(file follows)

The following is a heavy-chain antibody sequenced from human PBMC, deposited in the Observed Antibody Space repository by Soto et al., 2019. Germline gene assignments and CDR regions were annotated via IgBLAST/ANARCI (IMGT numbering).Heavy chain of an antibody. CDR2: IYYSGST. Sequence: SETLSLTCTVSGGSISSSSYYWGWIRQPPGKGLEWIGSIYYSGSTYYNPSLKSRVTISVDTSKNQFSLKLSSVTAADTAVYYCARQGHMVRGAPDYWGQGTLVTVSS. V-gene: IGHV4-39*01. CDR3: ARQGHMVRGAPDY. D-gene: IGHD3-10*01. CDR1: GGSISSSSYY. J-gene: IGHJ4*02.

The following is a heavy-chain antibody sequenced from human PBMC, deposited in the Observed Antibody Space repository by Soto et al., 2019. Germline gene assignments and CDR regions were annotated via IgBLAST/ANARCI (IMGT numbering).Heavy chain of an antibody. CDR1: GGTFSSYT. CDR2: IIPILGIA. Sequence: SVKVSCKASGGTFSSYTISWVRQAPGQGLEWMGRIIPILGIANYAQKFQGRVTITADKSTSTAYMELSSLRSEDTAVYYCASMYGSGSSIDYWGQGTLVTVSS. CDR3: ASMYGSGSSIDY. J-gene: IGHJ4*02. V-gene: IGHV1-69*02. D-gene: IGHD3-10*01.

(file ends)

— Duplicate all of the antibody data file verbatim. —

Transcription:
The following is a heavy-chain antibody sequenced from human PBMC, deposited in the Observed Antibody Space repository by Soto et al., 2019. Germline gene assignments and CDR regions were annotated via IgBLAST/ANARCI (IMGT numbering).Heavy chain of an antibody. CDR2: IYYSGST. Sequence: SETLSLTCTVSGGSISSSSYYWGWIRQPPGKGLEWIGSIYYSGSTYYNPSLKSRVTISVDTSKNQFSLKLSSVTAADTAVYYCARQGHMVRGAPDYWGQGTLVTVSS. V-gene: IGHV4-39*01. CDR3: ARQGHMVRGAPDY. D-gene: IGHD3-10*01. CDR1: GGSISSSSYY. J-gene: IGHJ4*02.

The following is a heavy-chain antibody sequenced from human PBMC, deposited in the Observed Antibody Space repository by Soto et al., 2019. Germline gene assignments and CDR regions were annotated via IgBLAST/ANARCI (IMGT numbering).Heavy chain of an antibody. CDR1: GGTFSSYT. CDR2: IIPILGIA. Sequence: SVKVSCKASGGTFSSYTISWVRQAPGQGLEWMGRIIPILGIANYAQKFQGRVTITADKSTSTAYMELSSLRSEDTAVYYCASMYGSGSSIDYWGQGTLVTVSS. CDR3: ASMYGSGSSIDY. J-gene: IGHJ4*02. V-gene: IGHV1-69*02. D-gene: IGHD3-10*01.